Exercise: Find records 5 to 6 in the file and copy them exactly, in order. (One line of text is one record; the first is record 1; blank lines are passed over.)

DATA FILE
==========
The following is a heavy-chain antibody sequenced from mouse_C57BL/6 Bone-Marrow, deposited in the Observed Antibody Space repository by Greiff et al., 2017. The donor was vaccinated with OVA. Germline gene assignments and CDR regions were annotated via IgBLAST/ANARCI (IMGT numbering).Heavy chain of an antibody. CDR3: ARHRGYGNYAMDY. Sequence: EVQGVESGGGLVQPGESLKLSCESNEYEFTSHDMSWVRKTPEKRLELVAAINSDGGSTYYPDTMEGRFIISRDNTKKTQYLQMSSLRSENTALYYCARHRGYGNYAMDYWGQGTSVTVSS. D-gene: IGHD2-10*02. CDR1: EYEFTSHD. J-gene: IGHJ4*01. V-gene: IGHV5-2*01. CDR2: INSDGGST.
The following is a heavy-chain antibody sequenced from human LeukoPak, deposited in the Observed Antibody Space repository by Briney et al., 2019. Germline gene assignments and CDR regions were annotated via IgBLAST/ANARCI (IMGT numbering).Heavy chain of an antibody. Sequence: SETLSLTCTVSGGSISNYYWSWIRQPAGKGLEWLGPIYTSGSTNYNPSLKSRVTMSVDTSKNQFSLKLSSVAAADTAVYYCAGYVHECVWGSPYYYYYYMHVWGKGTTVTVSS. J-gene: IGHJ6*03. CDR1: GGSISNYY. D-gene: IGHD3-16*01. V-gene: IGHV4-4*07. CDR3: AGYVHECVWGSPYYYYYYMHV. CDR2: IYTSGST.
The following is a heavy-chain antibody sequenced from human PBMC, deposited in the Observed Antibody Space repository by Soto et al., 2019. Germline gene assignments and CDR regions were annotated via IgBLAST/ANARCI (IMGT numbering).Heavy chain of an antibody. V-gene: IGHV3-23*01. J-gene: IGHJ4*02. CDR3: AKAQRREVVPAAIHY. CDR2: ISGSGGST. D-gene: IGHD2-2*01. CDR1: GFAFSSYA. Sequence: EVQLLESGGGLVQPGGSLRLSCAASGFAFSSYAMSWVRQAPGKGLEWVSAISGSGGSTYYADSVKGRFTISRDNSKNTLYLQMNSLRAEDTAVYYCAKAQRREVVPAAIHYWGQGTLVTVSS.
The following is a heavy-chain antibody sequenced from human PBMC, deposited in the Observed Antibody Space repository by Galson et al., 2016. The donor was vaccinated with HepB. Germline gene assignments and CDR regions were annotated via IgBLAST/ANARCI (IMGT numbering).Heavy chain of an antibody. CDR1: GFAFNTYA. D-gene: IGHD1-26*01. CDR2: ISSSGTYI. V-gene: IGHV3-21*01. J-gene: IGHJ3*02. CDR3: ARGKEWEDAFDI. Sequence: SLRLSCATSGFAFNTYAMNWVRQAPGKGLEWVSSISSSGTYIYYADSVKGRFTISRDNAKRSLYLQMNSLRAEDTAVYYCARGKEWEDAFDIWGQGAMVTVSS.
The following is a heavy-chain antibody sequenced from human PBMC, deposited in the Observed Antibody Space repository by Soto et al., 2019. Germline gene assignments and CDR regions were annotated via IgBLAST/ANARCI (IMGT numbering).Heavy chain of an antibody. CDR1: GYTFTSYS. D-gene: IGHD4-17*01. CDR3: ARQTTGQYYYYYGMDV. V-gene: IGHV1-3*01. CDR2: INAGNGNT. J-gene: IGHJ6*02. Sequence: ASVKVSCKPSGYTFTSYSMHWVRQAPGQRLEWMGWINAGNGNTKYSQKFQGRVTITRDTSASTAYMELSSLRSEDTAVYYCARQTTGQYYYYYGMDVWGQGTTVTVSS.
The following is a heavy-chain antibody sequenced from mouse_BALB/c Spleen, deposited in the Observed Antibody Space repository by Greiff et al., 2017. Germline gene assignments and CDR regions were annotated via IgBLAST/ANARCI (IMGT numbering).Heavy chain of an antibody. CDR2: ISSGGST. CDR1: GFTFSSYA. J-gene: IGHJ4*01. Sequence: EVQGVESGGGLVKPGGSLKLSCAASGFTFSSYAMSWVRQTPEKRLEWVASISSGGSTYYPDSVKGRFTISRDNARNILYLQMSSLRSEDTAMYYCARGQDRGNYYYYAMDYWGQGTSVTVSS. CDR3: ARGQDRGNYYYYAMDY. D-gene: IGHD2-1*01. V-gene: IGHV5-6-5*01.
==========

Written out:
The following is a heavy-chain antibody sequenced from human PBMC, deposited in the Observed Antibody Space repository by Soto et al., 2019. Germline gene assignments and CDR regions were annotated via IgBLAST/ANARCI (IMGT numbering).Heavy chain of an antibody. CDR1: GYTFTSYS. D-gene: IGHD4-17*01. CDR3: ARQTTGQYYYYYGMDV. V-gene: IGHV1-3*01. CDR2: INAGNGNT. J-gene: IGHJ6*02. Sequence: ASVKVSCKPSGYTFTSYSMHWVRQAPGQRLEWMGWINAGNGNTKYSQKFQGRVTITRDTSASTAYMELSSLRSEDTAVYYCARQTTGQYYYYYGMDVWGQGTTVTVSS.
The following is a heavy-chain antibody sequenced from mouse_BALB/c Spleen, deposited in the Observed Antibody Space repository by Greiff et al., 2017. Germline gene assignments and CDR regions were annotated via IgBLAST/ANARCI (IMGT numbering).Heavy chain of an antibody. CDR2: ISSGGST. CDR1: GFTFSSYA. J-gene: IGHJ4*01. Sequence: EVQGVESGGGLVKPGGSLKLSCAASGFTFSSYAMSWVRQTPEKRLEWVASISSGGSTYYPDSVKGRFTISRDNARNILYLQMSSLRSEDTAMYYCARGQDRGNYYYYAMDYWGQGTSVTVSS. CDR3: ARGQDRGNYYYYAMDY. D-gene: IGHD2-1*01. V-gene: IGHV5-6-5*01.